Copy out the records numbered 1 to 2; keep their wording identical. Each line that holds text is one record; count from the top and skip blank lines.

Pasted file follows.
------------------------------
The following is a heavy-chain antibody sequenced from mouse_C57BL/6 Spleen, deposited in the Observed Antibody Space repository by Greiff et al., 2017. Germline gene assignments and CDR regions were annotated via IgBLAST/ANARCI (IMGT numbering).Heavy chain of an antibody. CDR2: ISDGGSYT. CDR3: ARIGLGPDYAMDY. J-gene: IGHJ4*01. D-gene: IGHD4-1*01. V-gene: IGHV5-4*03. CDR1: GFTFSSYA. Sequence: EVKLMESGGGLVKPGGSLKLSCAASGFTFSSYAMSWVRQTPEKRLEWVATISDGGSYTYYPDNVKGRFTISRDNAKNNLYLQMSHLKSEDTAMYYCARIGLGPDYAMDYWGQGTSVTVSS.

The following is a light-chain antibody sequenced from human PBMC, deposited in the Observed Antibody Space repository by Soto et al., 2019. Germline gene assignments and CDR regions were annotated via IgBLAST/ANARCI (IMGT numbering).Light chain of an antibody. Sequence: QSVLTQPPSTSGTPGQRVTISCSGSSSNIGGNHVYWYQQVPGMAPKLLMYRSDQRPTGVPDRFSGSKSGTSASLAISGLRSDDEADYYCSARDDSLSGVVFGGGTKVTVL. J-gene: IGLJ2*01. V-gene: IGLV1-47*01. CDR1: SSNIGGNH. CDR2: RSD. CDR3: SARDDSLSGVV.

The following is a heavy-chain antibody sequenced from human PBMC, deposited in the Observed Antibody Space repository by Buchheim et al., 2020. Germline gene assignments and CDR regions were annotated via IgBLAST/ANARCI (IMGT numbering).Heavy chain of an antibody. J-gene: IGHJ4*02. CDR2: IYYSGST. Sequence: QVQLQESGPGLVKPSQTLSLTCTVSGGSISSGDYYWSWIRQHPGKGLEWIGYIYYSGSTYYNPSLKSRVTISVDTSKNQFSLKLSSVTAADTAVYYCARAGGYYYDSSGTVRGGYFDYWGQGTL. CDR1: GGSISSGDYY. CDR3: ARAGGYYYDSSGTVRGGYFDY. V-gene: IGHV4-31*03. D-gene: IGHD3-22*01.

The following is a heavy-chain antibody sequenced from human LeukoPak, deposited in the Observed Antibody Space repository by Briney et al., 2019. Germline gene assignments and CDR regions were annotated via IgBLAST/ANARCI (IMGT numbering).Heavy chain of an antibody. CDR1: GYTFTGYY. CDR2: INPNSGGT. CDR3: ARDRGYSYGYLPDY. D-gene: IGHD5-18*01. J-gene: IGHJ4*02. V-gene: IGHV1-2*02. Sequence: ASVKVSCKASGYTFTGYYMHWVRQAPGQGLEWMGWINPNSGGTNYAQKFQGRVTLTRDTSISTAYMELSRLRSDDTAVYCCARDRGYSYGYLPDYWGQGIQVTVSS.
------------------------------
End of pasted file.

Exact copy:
The following is a heavy-chain antibody sequenced from mouse_C57BL/6 Spleen, deposited in the Observed Antibody Space repository by Greiff et al., 2017. Germline gene assignments and CDR regions were annotated via IgBLAST/ANARCI (IMGT numbering).Heavy chain of an antibody. CDR2: ISDGGSYT. CDR3: ARIGLGPDYAMDY. J-gene: IGHJ4*01. D-gene: IGHD4-1*01. V-gene: IGHV5-4*03. CDR1: GFTFSSYA. Sequence: EVKLMESGGGLVKPGGSLKLSCAASGFTFSSYAMSWVRQTPEKRLEWVATISDGGSYTYYPDNVKGRFTISRDNAKNNLYLQMSHLKSEDTAMYYCARIGLGPDYAMDYWGQGTSVTVSS.

The following is a light-chain antibody sequenced from human PBMC, deposited in the Observed Antibody Space repository by Soto et al., 2019. Germline gene assignments and CDR regions were annotated via IgBLAST/ANARCI (IMGT numbering).Light chain of an antibody. Sequence: QSVLTQPPSTSGTPGQRVTISCSGSSSNIGGNHVYWYQQVPGMAPKLLMYRSDQRPTGVPDRFSGSKSGTSASLAISGLRSDDEADYYCSARDDSLSGVVFGGGTKVTVL. J-gene: IGLJ2*01. V-gene: IGLV1-47*01. CDR1: SSNIGGNH. CDR2: RSD. CDR3: SARDDSLSGVV.